The NEA total budget for the entire year amounts to $158 million.  While major museums or galleries may not see a major effect on their day to day, this change would mean that the majority of other galleries, museums, theaters, school funding programs, opera houses, dance centers, film festivals, art shows and festivals, will struggle to continue to find existence.

Any kind of school arts or humanities programs would be very close to depleted...unless your children are in private, well funded schools.  Our children would be receiving two different types of education.

This is all over $158 million dollars.  Sounds like a lot, right?  Sure, it's the thing.  It represents 0.003% of our national budget.  Not 3%.  0.003%.  If you've got $100 in your pocket, pull out 30 cents.  That's what we are talking about here.

Want to see what kind of projects, individual and community projects, and events the NEA funds, in your own area?  Click here.

At the same time, Trump is proposing spending unprecedented amounts on a wall and increased military spending.

Odds are, when you finish reading my rant, and you hop in your car to get to work or lunch, or, quite frankly wherever you're going, you're going to pass at least 1 place that will no longer exist if the NEA is abolished.

I've written a great deal on this blog about how the arts are under siege by outside forces, but, never before in the history of our country have the arts, or we as artist, faced this kind of a threat.

It is so important that we let our elected officials know how important it is that we as a community of artist and art lovers continue to demand funding for the arts.  The future of our industries, AND our society, are at stake!

Thursday, April 13, 2017

5 MUST DO'S for every Photography Business

After almost 20 years in the business, plenty of busy times, slow times, crazy and quiet times, I've learned a couple things.  While there's tons of MUST DO'S for every photographer, here are a few:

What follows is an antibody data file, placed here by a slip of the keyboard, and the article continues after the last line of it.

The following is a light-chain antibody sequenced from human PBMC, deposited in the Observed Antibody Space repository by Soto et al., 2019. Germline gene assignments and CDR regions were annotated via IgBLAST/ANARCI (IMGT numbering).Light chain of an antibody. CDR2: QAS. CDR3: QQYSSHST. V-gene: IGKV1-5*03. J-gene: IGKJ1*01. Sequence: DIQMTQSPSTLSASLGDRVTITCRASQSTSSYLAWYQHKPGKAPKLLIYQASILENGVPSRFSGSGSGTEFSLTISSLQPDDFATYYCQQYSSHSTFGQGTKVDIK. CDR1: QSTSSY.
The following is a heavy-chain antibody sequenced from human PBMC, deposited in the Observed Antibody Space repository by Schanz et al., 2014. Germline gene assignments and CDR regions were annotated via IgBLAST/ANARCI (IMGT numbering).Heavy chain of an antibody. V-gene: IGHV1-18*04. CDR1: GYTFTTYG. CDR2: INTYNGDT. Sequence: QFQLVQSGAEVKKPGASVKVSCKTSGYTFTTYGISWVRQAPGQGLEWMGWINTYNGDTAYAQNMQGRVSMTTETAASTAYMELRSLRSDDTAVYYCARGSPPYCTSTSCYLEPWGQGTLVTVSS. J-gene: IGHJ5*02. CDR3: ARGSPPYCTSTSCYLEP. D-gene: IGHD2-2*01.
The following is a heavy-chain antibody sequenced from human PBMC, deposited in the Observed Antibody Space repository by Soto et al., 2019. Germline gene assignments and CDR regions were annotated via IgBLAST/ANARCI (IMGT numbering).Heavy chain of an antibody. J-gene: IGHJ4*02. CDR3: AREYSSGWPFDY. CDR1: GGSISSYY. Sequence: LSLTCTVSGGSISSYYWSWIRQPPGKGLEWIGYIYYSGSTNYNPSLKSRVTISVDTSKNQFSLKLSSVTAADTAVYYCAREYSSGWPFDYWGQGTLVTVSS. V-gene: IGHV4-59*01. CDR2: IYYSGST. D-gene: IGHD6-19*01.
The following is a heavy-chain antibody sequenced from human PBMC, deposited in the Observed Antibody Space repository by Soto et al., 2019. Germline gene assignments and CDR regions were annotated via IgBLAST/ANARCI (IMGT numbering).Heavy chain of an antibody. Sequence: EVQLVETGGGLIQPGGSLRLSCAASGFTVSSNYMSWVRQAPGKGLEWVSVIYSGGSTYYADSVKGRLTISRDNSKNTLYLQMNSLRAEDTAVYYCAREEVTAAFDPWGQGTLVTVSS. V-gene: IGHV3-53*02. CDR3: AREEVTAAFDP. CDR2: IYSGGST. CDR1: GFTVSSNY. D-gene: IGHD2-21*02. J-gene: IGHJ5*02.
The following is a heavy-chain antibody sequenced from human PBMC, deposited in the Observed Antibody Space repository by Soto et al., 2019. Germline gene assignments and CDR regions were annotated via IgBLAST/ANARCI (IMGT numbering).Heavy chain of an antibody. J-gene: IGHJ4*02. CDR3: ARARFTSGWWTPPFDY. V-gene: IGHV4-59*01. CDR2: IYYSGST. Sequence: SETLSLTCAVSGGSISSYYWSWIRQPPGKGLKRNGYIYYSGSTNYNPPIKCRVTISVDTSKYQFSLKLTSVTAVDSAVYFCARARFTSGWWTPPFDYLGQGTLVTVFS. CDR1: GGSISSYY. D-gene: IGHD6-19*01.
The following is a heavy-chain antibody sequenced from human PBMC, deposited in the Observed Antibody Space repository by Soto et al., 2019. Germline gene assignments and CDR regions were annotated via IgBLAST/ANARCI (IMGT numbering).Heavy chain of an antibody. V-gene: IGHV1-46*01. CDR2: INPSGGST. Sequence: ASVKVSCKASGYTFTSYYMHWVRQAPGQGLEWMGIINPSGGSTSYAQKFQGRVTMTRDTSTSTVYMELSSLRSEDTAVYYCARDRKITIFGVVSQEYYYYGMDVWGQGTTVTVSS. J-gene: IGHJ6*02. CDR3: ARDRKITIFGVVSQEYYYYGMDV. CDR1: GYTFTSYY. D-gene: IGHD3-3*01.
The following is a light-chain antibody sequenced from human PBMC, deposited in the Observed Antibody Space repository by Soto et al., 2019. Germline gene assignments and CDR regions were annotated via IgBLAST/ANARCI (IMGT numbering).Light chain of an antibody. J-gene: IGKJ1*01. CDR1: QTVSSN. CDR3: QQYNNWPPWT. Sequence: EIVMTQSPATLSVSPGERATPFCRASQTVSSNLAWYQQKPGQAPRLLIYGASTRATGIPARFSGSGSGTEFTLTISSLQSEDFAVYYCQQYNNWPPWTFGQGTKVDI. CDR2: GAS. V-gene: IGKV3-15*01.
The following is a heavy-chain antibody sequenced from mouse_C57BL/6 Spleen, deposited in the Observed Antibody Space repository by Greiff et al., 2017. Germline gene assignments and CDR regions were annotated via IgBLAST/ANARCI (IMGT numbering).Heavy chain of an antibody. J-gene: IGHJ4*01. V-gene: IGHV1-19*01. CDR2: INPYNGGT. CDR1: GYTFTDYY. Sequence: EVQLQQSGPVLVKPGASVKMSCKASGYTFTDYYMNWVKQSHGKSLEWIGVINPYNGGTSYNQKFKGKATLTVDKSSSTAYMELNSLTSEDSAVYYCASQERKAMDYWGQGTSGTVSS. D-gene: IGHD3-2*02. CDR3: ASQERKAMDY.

1.  Network, network, network.  You don't get away from this one.  As a matter of fact, for us artist, we must network even more.  We've got to be in front of people, constantly reminding them of our services.  Not just at networking meetings, but also with robust marketing campaigns, advertisements, social media, etc.  Remember, on average, you need to make 5+ impressions before a person remembers you, in today's overly graphic world.

2.  Put the camera down!  Sounds weird, I know...but...ask a successful attorney or businessperson how much time they actually spend in a courtroom, versus the time they spend working with paperwork, consultations, prep, and building their businesses.  It is so incredibly imperative that you spend a significant amount of time actually tending to ALL portions of your business...not just the camera in hand part.  Which leads me to...

3.  Then pick the camera up!  This is what makes it challenging to be a photographer.  We must be businesspeople, and artist.  All the time a shop owner, salesperson, doctor or attorney devote to building and maintaining their business, we must do as well; but it is important to remember to make some camera time for yourself.  You've got to keep the creative part of your brain moving.